|Year : 2002 | Volume
| Issue : 5 | Page : 207-215
Leeds procedure - a treatment modality for scoliosis
SS Sangwan, RC Siwach, R Sing, P Singh
Department of Orthopaedic Surgery, Pt. B.D.S. Post Graduate Institute of Medical Sciences, Rohtak, 124 001, India
S S Sangwan
9J/14, Medical Enclave, Rohtak 124 001
|How to cite this article:|
Sangwan S S, Siwach R C, Sing R, Singh P. Leeds procedure - a treatment modality for scoliosis. Indian J Med Sci 2002;56:207-15
Scoliosis is derived from the Greek word meaning curvature. It is perhaps the earliest evident disease with which mankind was faced, it being an obvious physical problem as well as for its cosmetic blemish. Galen coined the word Scoliosis and his treatment of spinal deformities were basically crude methods following principles of forcible traction and distraction in suspension. Although management of scoliotic patients has changed many a time since the beginning of this century, we are still no closer to knowing the exact etiology of what we call "Idiopathic scoliosis".  This progressive deformity ineffectively treated may produce not only a cosmetic problem of varying degree but also severe psychological and physical disability restricting in some the span of life and in many other by enjoyment of it. 
The management of Scoliosis has long remained in the narrow margins of conservative treatment with plaster casts, and braces worn for years. But these methods have not been able to bring all curvatures into the realms of acceptability. But now it is widely appreciated that the results of surgical correction are better and desirable. 
Management of Scoliosis has evolved tremendously over the past years. Hibbs was among the first to treat spinal deformities with a posterior fusion. 
Anterior spinal surgery has in the past 30 years come to play an invaluable role in the management of spinal deformities. It may be expected to lead to a greater degree of correction with higher incidence of solid fusion than from posterior surgery alone. Certainly with instrumentation such as Dwyer apparatus when used, leads to greater degree of correction of curvature than that from posterior fusion with Harrington instrumentation by about 15-20%. Further more if one uses a Zielke device a significant improvement is possible. 
In 1986, Archer A, Dickson A and Deacon  advocated a new management philosophy: Idiopathic Scoliosis in LEEDS. They said that Harrington instrumentation alone does little to alter the rotational deformity with which scoliotic patient presents. They advocated a two stage procedure, in the first stage loosening of the curve was done by discectomy after approaching the spine from anterior. Second stage included posterior Harrington fixation and derotation by Luque wiring; posterior spinal fusion; and followed by costoplasty (Leeds procedure). This procedure gave better results. Keeping in view this philosophy a study was conducted on the patients with scoliotic deformities of the spine who have been operated by `Leeds' procedure, to evaluate the anterior spinal surgery as an approach and to present an overview of results and complications that may occur with this procedure.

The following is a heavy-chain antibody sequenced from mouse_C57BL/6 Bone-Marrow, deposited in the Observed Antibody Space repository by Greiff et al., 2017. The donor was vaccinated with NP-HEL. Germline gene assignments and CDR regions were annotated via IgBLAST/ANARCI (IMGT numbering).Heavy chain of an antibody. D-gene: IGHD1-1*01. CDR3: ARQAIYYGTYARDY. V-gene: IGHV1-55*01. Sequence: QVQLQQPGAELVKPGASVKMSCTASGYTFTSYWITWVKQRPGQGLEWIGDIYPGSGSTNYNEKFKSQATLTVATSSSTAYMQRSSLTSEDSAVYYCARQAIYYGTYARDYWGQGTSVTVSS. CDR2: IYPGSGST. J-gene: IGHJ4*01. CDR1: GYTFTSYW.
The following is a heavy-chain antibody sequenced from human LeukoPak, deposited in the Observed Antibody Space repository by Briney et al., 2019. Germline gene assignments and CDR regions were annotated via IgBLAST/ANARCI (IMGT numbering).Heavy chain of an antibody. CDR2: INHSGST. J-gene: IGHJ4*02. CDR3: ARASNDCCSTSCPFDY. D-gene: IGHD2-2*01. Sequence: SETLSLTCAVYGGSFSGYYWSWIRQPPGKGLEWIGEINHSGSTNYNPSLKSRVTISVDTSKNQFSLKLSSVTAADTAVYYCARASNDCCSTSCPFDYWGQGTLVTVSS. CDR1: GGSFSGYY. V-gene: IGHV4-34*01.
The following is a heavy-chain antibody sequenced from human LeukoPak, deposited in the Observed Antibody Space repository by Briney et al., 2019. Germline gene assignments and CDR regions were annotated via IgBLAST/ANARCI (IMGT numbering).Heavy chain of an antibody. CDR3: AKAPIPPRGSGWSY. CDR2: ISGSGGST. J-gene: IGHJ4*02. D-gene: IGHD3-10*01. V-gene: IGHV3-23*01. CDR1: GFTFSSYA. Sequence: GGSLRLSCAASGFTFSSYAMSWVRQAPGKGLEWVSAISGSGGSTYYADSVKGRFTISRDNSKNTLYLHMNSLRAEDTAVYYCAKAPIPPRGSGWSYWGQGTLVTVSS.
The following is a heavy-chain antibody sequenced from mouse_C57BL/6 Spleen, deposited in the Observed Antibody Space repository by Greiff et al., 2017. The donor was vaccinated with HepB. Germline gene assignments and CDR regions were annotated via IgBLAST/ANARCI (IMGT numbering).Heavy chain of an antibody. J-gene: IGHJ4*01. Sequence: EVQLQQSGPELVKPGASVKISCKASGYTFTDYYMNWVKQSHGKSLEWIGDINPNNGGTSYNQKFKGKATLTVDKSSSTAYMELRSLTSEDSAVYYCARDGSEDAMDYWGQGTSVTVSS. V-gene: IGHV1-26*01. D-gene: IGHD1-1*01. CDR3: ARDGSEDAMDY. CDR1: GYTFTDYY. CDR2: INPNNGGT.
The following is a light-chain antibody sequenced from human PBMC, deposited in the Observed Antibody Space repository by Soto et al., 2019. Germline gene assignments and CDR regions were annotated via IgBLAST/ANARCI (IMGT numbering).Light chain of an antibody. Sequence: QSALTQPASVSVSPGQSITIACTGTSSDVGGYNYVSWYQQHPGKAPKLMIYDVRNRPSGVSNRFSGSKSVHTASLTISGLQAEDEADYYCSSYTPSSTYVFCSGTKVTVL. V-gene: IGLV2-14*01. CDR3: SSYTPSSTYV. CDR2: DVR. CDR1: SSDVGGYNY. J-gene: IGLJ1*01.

| ¤ Material and Methods|| |
The prospective study included forty patients of thoracic and lumbar scoliosis who were operated and managed in the Department of Orthopaedic Surgery, Pt. B.D. Sharma PGIMS, Rohtak during last five years.
A detailed history of disease and general physical examination of the patients were done. Patients were investigated for preanaesthetic fitness. Preoperative height of the patient was recorded. Preoperative clinical photographs of the patient were obtained for postoperative comparison. Pulmonary function tests of the patient were done by spirometer with maximal possible effort and were recorded. Roentgenographic investigation of the patient were done including x-rays of spine [Figure 1] and x-ray of left wrist of patient. Relevant special investigation of the patient (CT/MRI) were also done according to the requirements of the case. Patients were put on Head Halter and pelvic belt traction for the week while they were awaiting surgery. The weights for traction were gradually increased as per tolerance of the patients. Patients were duly informed preoperatively regarding the procedure to be done and about the postoperative breathing exercises and physiotherapy etc. An informed consent was obtained about the possible risk of neurological deficit.
| ¤ Surgical Technique|| |
A. First stage (Anterior discectomy): Right or left lateral position is used according to the side of disease and a sand bag was placed to exaggerate the deformity. The surgeon stands on the spinal side of the patient for better view of the vertebrae with the patient lying in lateral position with the convexity of the Scoliosis upwards. Anterior approach to spine depends on the site of primary curve. Transthoracic approach was used for thoracic Scoliosis, approach to thoracolumbar spin was through the bed of 10m rib and anterior extraperitoneal approach to lumbar spine was used.